In a previous publication, the use of a simple two dimensional finite difference model to predict hydrogen distribution in a simulated part wall pipeline girth weld repair was demonstrated. The validity of the model prediction was assessed using slow bend tests where the deflection to failure was an indirect indicator of the local bulk hydrogen concentration at the critical site for delayed cracking. In the present investigation, the same hydrogen diffusion model has been used to predict the maximum time for delayed cracking in a simulated girth weld repair for two ambient temperatures, (20° and −10°C). These predictions are compared with the delayed cracking times in “constant deflection” tests performed at the selected ambient temperatures.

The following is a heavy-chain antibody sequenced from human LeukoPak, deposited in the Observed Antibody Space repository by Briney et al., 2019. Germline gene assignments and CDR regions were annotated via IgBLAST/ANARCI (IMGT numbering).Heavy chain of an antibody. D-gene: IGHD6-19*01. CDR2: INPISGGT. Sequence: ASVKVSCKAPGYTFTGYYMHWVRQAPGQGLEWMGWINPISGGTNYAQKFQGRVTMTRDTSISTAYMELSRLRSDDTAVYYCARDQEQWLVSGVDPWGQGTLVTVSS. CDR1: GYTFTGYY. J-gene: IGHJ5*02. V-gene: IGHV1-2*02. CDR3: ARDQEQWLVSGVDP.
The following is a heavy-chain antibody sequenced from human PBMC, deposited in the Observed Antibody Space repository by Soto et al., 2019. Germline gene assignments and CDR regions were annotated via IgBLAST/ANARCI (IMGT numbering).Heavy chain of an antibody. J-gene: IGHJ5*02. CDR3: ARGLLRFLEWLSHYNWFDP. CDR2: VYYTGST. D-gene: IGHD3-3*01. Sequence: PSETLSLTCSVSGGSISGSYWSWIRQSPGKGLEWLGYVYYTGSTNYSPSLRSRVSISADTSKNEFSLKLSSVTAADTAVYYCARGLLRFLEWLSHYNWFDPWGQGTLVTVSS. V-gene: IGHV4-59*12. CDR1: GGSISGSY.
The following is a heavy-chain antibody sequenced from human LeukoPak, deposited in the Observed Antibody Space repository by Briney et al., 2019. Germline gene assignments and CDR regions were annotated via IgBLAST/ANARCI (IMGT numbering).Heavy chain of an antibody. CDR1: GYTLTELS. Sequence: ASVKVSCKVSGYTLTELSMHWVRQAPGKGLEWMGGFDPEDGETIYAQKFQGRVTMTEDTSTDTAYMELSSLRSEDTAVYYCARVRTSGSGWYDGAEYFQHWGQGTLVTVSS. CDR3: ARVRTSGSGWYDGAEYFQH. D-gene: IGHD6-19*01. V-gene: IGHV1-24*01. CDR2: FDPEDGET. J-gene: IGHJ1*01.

The results obtained showed that there was some scatter in the relationship between the experimentally applied deflections and the delay time to crack initiation. The delay time predicted by the model for the local hydrogen concentration to reach its maximum value at the crack initiation site, however, was a function of the ambient temperature and these agreed reasonably well with the maximum delay times to cracking observed in the experiments.

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